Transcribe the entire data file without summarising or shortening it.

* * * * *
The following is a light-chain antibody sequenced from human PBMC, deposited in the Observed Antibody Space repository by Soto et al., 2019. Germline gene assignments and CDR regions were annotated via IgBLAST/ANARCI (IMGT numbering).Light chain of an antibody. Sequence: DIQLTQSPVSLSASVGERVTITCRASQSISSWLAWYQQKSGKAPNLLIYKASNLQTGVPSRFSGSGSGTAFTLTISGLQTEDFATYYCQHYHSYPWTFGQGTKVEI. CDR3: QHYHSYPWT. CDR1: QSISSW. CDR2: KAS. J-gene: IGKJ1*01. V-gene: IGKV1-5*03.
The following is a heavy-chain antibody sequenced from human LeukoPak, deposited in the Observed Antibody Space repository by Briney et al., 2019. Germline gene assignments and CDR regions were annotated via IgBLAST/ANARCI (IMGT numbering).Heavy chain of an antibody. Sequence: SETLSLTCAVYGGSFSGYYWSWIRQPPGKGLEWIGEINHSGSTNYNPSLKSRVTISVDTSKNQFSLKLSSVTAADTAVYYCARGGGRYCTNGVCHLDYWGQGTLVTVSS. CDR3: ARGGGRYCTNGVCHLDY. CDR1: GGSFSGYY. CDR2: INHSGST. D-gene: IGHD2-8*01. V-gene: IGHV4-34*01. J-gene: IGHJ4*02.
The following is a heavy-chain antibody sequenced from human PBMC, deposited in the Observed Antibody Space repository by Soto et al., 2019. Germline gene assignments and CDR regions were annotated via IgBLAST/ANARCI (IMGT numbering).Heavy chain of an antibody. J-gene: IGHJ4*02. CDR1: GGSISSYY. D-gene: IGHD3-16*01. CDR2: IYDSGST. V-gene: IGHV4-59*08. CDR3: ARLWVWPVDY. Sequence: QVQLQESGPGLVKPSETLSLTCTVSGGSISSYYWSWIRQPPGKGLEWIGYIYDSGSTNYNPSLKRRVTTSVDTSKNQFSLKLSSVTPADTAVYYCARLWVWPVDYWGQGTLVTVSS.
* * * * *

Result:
The following is a light-chain antibody sequenced from human PBMC, deposited in the Observed Antibody Space repository by Soto et al., 2019. Germline gene assignments and CDR regions were annotated via IgBLAST/ANARCI (IMGT numbering).Light chain of an antibody. Sequence: DIQLTQSPVSLSASVGERVTITCRASQSISSWLAWYQQKSGKAPNLLIYKASNLQTGVPSRFSGSGSGTAFTLTISGLQTEDFATYYCQHYHSYPWTFGQGTKVEI. CDR3: QHYHSYPWT. CDR1: QSISSW. CDR2: KAS. J-gene: IGKJ1*01. V-gene: IGKV1-5*03.
The following is a heavy-chain antibody sequenced from human LeukoPak, deposited in the Observed Antibody Space repository by Briney et al., 2019. Germline gene assignments and CDR regions were annotated via IgBLAST/ANARCI (IMGT numbering).Heavy chain of an antibody. Sequence: SETLSLTCAVYGGSFSGYYWSWIRQPPGKGLEWIGEINHSGSTNYNPSLKSRVTISVDTSKNQFSLKLSSVTAADTAVYYCARGGGRYCTNGVCHLDYWGQGTLVTVSS. CDR3: ARGGGRYCTNGVCHLDY. CDR1: GGSFSGYY. CDR2: INHSGST. D-gene: IGHD2-8*01. V-gene: IGHV4-34*01. J-gene: IGHJ4*02.
The following is a heavy-chain antibody sequenced from human PBMC, deposited in the Observed Antibody Space repository by Soto et al., 2019. Germline gene assignments and CDR regions were annotated via IgBLAST/ANARCI (IMGT numbering).Heavy chain of an antibody. J-gene: IGHJ4*02. CDR1: GGSISSYY. D-gene: IGHD3-16*01. CDR2: IYDSGST. V-gene: IGHV4-59*08. CDR3: ARLWVWPVDY. Sequence: QVQLQESGPGLVKPSETLSLTCTVSGGSISSYYWSWIRQPPGKGLEWIGYIYDSGSTNYNPSLKRRVTTSVDTSKNQFSLKLSSVTPADTAVYYCARLWVWPVDYWGQGTLVTVSS.